Las Bambas(Peru) is an example. It was originally owned by other company called Xstrata (Switzerland). However, in 2014 it was sold to MMG.
Unfortunately, the change of its owner still led to serious problems. Before the changing of Las Bambas’ owner, the state authority in Peru have already approved six modifications about the enviornment in Las Bambas. This has indeed raised concerns regarding lack of communication and consultation of the affected communities.
After MMG was in charge, the relationship between the communities and the company deteriorated, making local communities protest and asking for environmental protections in indigenous territories. These conflicts tend to escalate easily, and for many years, people were killed in protests against MMG.
Figure 6.2 Recent years’ news reports about the indigenous people being killed:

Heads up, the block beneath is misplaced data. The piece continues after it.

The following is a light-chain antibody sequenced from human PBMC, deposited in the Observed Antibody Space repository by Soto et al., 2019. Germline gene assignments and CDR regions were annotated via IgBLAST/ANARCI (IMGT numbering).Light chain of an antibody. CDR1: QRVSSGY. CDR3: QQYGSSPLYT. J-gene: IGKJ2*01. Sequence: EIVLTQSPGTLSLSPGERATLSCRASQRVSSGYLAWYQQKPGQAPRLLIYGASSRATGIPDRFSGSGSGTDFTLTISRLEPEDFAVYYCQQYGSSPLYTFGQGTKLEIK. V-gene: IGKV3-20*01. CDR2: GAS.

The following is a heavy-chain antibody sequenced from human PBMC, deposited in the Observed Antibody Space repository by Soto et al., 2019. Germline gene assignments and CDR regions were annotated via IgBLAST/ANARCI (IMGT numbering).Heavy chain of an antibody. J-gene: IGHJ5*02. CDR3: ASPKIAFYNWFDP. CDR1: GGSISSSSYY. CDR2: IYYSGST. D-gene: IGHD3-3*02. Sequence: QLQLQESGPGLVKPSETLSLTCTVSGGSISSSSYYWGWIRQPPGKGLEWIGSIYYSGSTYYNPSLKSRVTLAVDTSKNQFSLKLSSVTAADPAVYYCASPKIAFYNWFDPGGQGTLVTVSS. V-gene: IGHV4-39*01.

Some of the problems exist due to the dust, noise and vibrations of mines which affects indigenous communities along with lacking measures of prevention or mitigation. Companies should be aware of the issue and take action instead of blaming the problem on the previous owner of the mine.
In Figure 6.4, communities are strongly dissatisfied. As compared to Developed Nations, Peru’s indigenous people’s voices are hardly to be heard in the society. Although Peru was officially part of EITI, companies rarely follow the standards and the goal of accomplishment.
Canada Tailing Dams-Mount Polley failure
This section will include the Canadian governments’ responses to the failure, stakeholder analysis and the reasons why Mount Polley’s investigations were more effective than Las Bambas will be addressed.
Following the Mount Polley disaster in British Columbia, Canada, a local state of emergency was declared for the Cariboo Regional District over drinking water contamination concerns.
Clean up efforts have led to a reconstructed creek. A drinking water ban was lifted within weeks of the spill and water testing is being conducted by the government. An investigation into the cause of the spill revealed engineers failed to account for glacial silt underneath the tailings containment pond, leading to structural insufficiencies that caused the collapse.